David Tabak reckons that volatility poses the premiere challenge for small business. At a time of great flux for all markets, firms must attempt to calculate what their patents and investments will be worth months and years down the road. He remains guarded about whether government intervention will calm the waters. For one thing, bank stress tests must decide how much value actually exists in different tiers of assets held by banks -- including loans to small business. Some banks may be partly nationalized if they fail to meet capital reserve requirements. This won't fuel stability and growth in the private sector. Also, Tabak sees some businesses holding out for a second round of government funding, or for investment tax credits.
Tabak's advice for the government: "Put in an option clearing corporation, and ban credit default swaps for speculators." To businesses, Tabak says, "Get your financial statements right," and "ask, 'What do I need in the short and long run, what are the differences between the two, and plan out.'" There are strong opportunities for those who survive.
About the Speaker(s): James Poterba is also the President of the National Bureau of Economic Research and a Fellow of the American Academy of Arts and Sciences and the Econometric Society. He is the President of the National Tax Association, a Vice President of the American Economic Association, and has served as a Director of the American Finance Association.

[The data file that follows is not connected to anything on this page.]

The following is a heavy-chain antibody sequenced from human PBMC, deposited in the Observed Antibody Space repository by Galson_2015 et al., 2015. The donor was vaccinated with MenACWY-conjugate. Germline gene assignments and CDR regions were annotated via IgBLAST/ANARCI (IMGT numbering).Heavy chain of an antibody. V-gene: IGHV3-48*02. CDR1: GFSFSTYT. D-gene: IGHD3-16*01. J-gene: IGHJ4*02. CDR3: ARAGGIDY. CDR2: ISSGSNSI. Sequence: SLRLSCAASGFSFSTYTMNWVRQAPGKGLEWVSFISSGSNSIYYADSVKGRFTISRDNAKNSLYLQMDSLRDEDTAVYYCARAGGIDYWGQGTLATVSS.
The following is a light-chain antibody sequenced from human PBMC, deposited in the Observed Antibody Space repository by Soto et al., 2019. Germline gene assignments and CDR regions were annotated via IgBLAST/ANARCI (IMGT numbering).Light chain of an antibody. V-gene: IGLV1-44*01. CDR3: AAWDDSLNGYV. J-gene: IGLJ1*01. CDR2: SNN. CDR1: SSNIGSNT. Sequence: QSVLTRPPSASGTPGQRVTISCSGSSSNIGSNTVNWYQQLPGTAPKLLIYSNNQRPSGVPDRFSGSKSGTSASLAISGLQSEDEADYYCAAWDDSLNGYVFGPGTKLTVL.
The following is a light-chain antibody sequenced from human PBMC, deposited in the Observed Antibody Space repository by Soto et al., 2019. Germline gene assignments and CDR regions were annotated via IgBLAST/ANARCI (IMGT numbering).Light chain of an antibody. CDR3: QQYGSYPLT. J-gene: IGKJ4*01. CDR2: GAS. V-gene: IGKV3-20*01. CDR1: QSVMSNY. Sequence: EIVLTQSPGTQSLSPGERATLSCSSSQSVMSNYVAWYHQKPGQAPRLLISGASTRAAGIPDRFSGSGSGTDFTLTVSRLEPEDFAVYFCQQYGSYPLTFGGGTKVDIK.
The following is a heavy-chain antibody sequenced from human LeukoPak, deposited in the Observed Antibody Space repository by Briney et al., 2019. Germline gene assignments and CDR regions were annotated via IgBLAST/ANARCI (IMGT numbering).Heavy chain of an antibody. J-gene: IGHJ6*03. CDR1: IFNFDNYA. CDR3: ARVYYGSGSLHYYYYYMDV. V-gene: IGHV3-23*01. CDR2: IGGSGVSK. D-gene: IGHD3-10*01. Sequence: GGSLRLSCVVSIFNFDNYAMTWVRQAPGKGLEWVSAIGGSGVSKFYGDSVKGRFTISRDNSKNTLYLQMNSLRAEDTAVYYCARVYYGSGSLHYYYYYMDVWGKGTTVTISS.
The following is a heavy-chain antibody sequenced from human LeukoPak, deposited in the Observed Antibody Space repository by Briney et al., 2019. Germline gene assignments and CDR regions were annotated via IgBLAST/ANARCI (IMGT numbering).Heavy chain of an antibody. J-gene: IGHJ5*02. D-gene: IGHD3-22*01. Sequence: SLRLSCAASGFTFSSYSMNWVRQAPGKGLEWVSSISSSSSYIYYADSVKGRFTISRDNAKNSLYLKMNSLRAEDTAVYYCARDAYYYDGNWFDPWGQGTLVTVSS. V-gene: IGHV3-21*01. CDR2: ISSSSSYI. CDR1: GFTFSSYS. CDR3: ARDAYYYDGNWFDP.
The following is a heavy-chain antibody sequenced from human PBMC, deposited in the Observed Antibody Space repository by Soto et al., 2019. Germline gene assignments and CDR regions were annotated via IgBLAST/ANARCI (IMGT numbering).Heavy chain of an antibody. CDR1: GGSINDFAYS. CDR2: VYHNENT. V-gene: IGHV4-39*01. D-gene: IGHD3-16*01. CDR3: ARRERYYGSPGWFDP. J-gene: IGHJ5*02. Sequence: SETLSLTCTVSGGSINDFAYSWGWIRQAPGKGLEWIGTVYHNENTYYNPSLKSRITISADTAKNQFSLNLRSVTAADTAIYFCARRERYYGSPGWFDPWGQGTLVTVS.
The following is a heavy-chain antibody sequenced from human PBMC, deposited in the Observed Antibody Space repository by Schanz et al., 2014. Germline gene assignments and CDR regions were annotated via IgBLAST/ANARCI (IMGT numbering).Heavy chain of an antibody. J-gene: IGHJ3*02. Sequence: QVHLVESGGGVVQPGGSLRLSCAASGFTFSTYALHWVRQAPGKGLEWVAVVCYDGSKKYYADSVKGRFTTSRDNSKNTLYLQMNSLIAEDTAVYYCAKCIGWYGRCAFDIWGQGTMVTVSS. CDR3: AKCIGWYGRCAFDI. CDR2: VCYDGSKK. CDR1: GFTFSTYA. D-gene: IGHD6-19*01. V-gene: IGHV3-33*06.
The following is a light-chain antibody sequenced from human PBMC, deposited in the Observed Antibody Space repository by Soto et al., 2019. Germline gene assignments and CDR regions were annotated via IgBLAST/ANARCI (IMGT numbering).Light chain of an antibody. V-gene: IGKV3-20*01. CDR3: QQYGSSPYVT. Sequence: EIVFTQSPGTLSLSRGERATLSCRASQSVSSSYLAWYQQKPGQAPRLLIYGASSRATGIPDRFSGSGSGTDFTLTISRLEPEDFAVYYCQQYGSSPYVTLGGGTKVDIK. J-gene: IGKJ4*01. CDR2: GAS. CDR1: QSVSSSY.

Poterba's research focuses on how taxation affects the economic decisions of households and firms. His recent work has emphasized the effect of taxation on the financial behavior of households, particularly their saving and portfolio decisions. He has been especially interested in the analysis of tax"deferred retirement saving programs such as 401(k) plans and in the role of annuities in financing retirement consumption.
Poterba served as a member of the President's Advisory Panel on Federal Tax Reform in 2005. He is a trustee of the College Retirement Equity Fund (CREF), and a former member of the MIT 401(k) Plan Oversight Committee. He edited the Journal of Public Economics, the leading international journal for research on taxation and government spending, between 1997 and 2006. He is a member of the advisory board of the Journal of Wealth Management. He is a co"author of The Role of Annuity Markets in Financing Retirement (2001), and an editor or co"editor of Global Warming: Economic Policy Responses (1991), among other publications.